The name "oregano" translates as "joy of the mountain" and has its origins in the ancient Greek "oros" (mountain) and "ganos" (joy). It is said in Greek mythology, the sweet, spicy scent of oregano was created by the goddess Aphrodite as a symbol of happiness.

In Ancient Greece, bridal couples were crowned with garlands of oregano. Oregano plants were placed on tombs to give peace to departed spirits.

Parsley (Maïdanos)

Parsley adds flavour and taste to a many dishes. In Greek cooking Parsley is used like a vegetable with many cooks adding it in great quantities to soups and stews.

In Greek mythology Parsley was dedicated to Persephone, goddess of the underworld. She is the daughter of Zeus and Demeter, goddess of the harvest. Parsley was used at funeral rites by the ancient Greeks and hence the connection with the underworld.

Purslane (Glistritha)

Purslane has many uses in Greek cooking and can be sautéed as a side dish, or added to soups and used with fish and meats. Used raw, Purslane is super in salads. A popular and very common summer salad on Crete combines fresh Purslane with Greek yoghurt. Purslane is also preserved for winter use by pickling in vinegar with garlic cloves and peppercorns.

In ancient Greece, Hippocrates regarded Purslane as an important medicinal herb for treatment of fever, female disorders, stomach aches, haemorrhoids, and for the healing of wounds. In ancient times it was considered an anti-magic herb, and was strewn round the bed to afford protection against evil spirits.

Rocket (Roka)

Also known as Arugula, Rocket, is a delicious addition to other salad greens, and is used in chicken and tuna salads, egg dishes and pasta dishes. It is commonly used on Clean Monday - the beginning of the Lent in the Greek Orthodox Church calendar.

To the ancients, the seeds of the Arugula were used to flavour olive oil, and were used as an ingredient in aphrodisiac potions dating back to the first century.

Rosemary (Thentrolivano)

Rosemary is a very versatile herb that seems to complement and enhance a wide range of foods, particularly roasted meats. Rosemary is also used widely in marinades and breads, cooked greens and soups.

Ancient civilizations used Rosemary as both a medicine and cooking herb. As a medicine, various preparations and extracts made from rosemary were used to treat all manor of ailments including abdominal pain, mouth ulcers, and sore throats. It was also said to lessen the pains of arthritic joints, to promote healing of wounds and to treat eczema.

Rosemary is called "the herb of remembrance" and students in ancient Greece wore garlands of it around their necks, or braided into their hair to improve their memory during exams. Rosemary tea is said to act as a stimulant for study and concentration.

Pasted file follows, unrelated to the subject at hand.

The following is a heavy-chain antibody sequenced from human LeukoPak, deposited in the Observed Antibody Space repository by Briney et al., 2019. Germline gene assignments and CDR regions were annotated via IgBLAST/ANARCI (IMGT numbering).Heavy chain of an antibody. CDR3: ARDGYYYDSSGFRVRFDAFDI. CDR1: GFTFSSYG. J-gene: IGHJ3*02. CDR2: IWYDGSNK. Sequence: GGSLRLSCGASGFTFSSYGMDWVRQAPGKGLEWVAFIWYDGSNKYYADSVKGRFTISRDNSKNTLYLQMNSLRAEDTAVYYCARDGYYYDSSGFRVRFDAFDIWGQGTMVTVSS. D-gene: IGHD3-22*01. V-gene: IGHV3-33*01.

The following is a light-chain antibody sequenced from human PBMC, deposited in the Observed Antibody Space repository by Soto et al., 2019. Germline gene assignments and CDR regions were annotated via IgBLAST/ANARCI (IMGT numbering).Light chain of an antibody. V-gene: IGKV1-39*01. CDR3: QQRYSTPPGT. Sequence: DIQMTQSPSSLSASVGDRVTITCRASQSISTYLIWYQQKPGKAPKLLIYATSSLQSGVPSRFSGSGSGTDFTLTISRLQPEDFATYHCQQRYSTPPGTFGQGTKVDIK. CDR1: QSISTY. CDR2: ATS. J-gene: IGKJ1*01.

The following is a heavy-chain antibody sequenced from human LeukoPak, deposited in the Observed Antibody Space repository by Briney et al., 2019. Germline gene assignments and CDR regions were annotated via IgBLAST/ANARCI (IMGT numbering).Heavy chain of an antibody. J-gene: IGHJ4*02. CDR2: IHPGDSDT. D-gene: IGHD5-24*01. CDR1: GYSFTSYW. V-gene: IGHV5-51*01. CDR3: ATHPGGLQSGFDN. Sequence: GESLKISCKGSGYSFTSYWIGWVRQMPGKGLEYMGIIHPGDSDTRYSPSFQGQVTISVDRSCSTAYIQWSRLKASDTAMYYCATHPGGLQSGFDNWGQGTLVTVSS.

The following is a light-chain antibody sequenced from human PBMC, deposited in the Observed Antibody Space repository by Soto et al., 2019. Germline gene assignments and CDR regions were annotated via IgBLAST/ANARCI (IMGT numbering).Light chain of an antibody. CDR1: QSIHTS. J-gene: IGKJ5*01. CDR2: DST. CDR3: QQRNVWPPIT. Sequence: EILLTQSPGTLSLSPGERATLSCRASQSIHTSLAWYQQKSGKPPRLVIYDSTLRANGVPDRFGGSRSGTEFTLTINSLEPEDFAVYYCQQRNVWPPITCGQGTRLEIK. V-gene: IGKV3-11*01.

Sage (Faskomilo)

Sage has a strong flavour and should be used sparingly in cooking. Small amounts of sage leaves are often used in cooking meats and poultry. Sage goes very well with pork, duck, sausage, and bacon. On Crete, Sage is often used in the process of smoking sausages, and while baking the traditional hard bread of Crete named Dakos by inserting twigs of Sage in the wood-fired oven.

Sage tea is also a popular drink on Crete and is said to ease menopause related ailments.

Ancient Greek physicians, such as Dioscurides and Hippocrates, were very familiar with the medicinal and therapeutic qualities and applications of sage. Folk medicine in many parts of the world also consider Sage as a "cure all" medicine.

Savory (Throubi)

Savory goes well with dishes containing beans and is used to enhance the flavour of fish, vegetables, eggs, soups and stews. Also use Savory as a garnish.

Through the centuries Savory has been used to soothe stomach pains, promote the health of the female reproductive system, and as an aphrodisiac.

The generic name for Savory is Satureja, which comes from the Latin Satyrus, a Satyr. In Greek mythology, satyrs were lascivious, horned creatures with cloven hoofs who inhabited forests and loved to chase nymphs. This legend probably gave rise to Savory's reputation as an aphrodisiac.

Tarragon (Estragon)

Tarragon is lovely herb for flavouring vinegar and olive oil and for use in omelettes, with mushrooms, and grilled chicken.

The French generic name for Tarragon (Artemisia) derives from the Greek "Artemis" – twin sister of Apollo and goddess of the moon - due to the soft, silvery colour of its leaves, as if they are bathed in "moon beams".

Thyme (Thymari)

Thyme is perfect for enhancing the flavour of olive oil, butter, vinegar, meats, poultry, fish, soups and stews. Used also for salads and cooked vegetable dishes, Thyme adds a super seasoning.

In mythical folklore, thyme flowers were full of perfume and nectar for the bees, traditionally the messengers of the fairy world. Thyme honey is very popular here on the island of Crete.

Ancient Greeks believed Thyme could restore physical vigour and relive melancholy. Thyme was used in ritual altar fires, to purify the sacrifices to the gods. Thyme was also burned as incense at funerals and placed in the coffin of the dead. It was believed that the soul of the deceased took up residence in the flowers of the thyme plant, and that thyme assured the passage of the deceased into the afterlife.